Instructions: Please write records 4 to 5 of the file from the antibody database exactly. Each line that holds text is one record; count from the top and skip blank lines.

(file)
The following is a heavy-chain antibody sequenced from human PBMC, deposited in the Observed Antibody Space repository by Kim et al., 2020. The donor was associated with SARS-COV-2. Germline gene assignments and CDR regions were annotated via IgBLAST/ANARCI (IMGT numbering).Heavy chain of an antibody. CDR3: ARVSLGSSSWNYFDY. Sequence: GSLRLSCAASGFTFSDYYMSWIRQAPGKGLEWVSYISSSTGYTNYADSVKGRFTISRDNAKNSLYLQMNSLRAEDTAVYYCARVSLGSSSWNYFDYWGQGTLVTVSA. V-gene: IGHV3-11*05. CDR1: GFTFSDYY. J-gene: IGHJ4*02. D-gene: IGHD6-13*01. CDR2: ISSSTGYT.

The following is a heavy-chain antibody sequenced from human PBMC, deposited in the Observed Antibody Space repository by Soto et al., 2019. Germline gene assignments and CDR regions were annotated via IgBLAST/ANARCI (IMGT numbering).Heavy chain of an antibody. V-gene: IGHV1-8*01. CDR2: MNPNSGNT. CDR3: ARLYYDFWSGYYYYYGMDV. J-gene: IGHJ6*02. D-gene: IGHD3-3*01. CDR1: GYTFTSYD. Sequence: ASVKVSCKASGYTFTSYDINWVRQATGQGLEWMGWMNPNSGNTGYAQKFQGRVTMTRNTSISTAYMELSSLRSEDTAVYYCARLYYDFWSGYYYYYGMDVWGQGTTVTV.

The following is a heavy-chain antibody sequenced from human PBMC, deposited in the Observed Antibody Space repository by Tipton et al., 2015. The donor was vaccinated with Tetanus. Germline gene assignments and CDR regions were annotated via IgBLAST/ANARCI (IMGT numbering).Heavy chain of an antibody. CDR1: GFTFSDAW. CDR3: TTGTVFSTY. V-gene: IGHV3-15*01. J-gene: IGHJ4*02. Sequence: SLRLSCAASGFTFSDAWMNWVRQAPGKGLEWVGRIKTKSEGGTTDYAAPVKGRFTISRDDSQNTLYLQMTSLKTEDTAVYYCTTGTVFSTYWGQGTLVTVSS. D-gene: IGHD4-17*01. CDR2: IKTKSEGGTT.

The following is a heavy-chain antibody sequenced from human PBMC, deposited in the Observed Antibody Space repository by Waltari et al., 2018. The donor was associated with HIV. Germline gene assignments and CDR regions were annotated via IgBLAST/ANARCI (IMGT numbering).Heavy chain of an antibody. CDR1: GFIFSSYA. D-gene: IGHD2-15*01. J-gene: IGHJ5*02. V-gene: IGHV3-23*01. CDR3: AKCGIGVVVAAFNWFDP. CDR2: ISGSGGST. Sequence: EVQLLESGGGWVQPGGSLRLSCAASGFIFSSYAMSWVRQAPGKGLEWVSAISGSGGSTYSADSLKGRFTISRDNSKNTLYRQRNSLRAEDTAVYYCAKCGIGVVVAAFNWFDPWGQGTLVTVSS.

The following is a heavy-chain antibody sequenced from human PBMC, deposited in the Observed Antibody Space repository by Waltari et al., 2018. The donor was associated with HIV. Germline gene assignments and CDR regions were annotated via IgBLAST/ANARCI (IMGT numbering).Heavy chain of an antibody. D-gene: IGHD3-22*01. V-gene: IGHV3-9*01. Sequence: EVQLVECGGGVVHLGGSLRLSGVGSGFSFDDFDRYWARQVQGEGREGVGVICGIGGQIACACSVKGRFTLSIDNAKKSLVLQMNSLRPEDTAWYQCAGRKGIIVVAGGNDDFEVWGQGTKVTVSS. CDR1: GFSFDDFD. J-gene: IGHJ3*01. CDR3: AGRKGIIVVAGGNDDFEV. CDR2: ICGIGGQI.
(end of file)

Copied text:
The following is a heavy-chain antibody sequenced from human PBMC, deposited in the Observed Antibody Space repository by Waltari et al., 2018. The donor was associated with HIV. Germline gene assignments and CDR regions were annotated via IgBLAST/ANARCI (IMGT numbering).Heavy chain of an antibody. CDR1: GFIFSSYA. D-gene: IGHD2-15*01. J-gene: IGHJ5*02. V-gene: IGHV3-23*01. CDR3: AKCGIGVVVAAFNWFDP. CDR2: ISGSGGST. Sequence: EVQLLESGGGWVQPGGSLRLSCAASGFIFSSYAMSWVRQAPGKGLEWVSAISGSGGSTYSADSLKGRFTISRDNSKNTLYRQRNSLRAEDTAVYYCAKCGIGVVVAAFNWFDPWGQGTLVTVSS.

The following is a heavy-chain antibody sequenced from human PBMC, deposited in the Observed Antibody Space repository by Waltari et al., 2018. The donor was associated with HIV. Germline gene assignments and CDR regions were annotated via IgBLAST/ANARCI (IMGT numbering).Heavy chain of an antibody. D-gene: IGHD3-22*01. V-gene: IGHV3-9*01. Sequence: EVQLVECGGGVVHLGGSLRLSGVGSGFSFDDFDRYWARQVQGEGREGVGVICGIGGQIACACSVKGRFTLSIDNAKKSLVLQMNSLRPEDTAWYQCAGRKGIIVVAGGNDDFEVWGQGTKVTVSS. CDR1: GFSFDDFD. J-gene: IGHJ3*01. CDR3: AGRKGIIVVAGGNDDFEV. CDR2: ICGIGGQI.